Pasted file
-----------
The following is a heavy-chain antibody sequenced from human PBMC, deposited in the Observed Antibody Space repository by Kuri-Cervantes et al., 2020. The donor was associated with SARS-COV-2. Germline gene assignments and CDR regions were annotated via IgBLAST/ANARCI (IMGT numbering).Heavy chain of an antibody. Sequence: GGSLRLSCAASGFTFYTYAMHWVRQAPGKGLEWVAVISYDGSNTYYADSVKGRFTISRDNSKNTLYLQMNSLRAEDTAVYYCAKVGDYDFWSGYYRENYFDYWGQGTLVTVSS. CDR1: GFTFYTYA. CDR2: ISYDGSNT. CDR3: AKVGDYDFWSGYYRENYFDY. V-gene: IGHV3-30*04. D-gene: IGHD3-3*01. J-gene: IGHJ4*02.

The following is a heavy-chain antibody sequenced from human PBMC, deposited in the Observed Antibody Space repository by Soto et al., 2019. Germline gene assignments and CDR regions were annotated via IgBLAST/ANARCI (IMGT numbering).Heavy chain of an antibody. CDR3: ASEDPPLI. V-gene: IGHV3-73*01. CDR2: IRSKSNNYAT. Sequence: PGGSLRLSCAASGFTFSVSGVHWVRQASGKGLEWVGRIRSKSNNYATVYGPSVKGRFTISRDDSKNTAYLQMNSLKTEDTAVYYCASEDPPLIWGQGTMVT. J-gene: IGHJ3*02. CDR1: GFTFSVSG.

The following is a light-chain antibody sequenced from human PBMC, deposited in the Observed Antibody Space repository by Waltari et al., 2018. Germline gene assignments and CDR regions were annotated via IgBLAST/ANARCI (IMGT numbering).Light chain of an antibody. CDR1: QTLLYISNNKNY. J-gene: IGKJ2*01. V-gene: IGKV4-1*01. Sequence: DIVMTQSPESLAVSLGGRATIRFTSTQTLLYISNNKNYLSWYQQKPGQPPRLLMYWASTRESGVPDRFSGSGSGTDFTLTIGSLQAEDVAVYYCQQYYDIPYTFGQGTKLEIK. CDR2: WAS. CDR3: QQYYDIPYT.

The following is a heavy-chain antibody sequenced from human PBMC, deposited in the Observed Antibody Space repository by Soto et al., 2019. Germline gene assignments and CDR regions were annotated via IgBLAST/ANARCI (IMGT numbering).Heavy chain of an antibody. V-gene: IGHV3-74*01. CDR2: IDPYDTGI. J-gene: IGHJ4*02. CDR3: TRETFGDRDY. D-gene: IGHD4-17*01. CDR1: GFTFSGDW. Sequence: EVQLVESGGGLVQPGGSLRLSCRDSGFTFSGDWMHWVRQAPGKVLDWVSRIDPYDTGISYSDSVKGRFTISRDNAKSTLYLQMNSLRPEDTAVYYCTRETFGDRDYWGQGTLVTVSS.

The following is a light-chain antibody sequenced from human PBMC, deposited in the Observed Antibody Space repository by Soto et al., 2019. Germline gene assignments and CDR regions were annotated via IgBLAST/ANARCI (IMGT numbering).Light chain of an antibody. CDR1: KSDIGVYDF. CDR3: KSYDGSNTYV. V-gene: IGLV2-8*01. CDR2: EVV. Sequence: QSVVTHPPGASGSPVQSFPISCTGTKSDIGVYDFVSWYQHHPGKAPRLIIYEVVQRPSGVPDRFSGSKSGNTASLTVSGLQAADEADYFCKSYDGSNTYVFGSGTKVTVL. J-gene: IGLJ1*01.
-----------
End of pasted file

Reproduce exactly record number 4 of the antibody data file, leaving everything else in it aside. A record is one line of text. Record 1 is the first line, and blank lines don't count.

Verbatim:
The following is a heavy-chain antibody sequenced from human PBMC, deposited in the Observed Antibody Space repository by Soto et al., 2019. Germline gene assignments and CDR regions were annotated via IgBLAST/ANARCI (IMGT numbering).Heavy chain of an antibody. V-gene: IGHV3-74*01. CDR2: IDPYDTGI. J-gene: IGHJ4*02. CDR3: TRETFGDRDY. D-gene: IGHD4-17*01. CDR1: GFTFSGDW. Sequence: EVQLVESGGGLVQPGGSLRLSCRDSGFTFSGDWMHWVRQAPGKVLDWVSRIDPYDTGISYSDSVKGRFTISRDNAKSTLYLQMNSLRPEDTAVYYCTRETFGDRDYWGQGTLVTVSS.